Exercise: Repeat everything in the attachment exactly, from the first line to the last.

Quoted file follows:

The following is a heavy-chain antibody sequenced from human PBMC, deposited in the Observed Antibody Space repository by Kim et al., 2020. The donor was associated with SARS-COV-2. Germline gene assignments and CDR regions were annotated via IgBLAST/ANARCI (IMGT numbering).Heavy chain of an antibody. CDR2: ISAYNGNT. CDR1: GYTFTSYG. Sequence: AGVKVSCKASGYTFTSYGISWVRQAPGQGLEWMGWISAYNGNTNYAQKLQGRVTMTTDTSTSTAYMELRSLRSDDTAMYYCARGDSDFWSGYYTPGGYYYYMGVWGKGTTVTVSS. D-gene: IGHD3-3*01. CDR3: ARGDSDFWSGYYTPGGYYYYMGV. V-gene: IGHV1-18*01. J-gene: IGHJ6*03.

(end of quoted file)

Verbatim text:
The following is a heavy-chain antibody sequenced from human PBMC, deposited in the Observed Antibody Space repository by Kim et al., 2020. The donor was associated with SARS-COV-2. Germline gene assignments and CDR regions were annotated via IgBLAST/ANARCI (IMGT numbering).Heavy chain of an antibody. CDR2: ISAYNGNT. CDR1: GYTFTSYG. Sequence: AGVKVSCKASGYTFTSYGISWVRQAPGQGLEWMGWISAYNGNTNYAQKLQGRVTMTTDTSTSTAYMELRSLRSDDTAMYYCARGDSDFWSGYYTPGGYYYYMGVWGKGTTVTVSS. D-gene: IGHD3-3*01. CDR3: ARGDSDFWSGYYTPGGYYYYMGV. V-gene: IGHV1-18*01. J-gene: IGHJ6*03.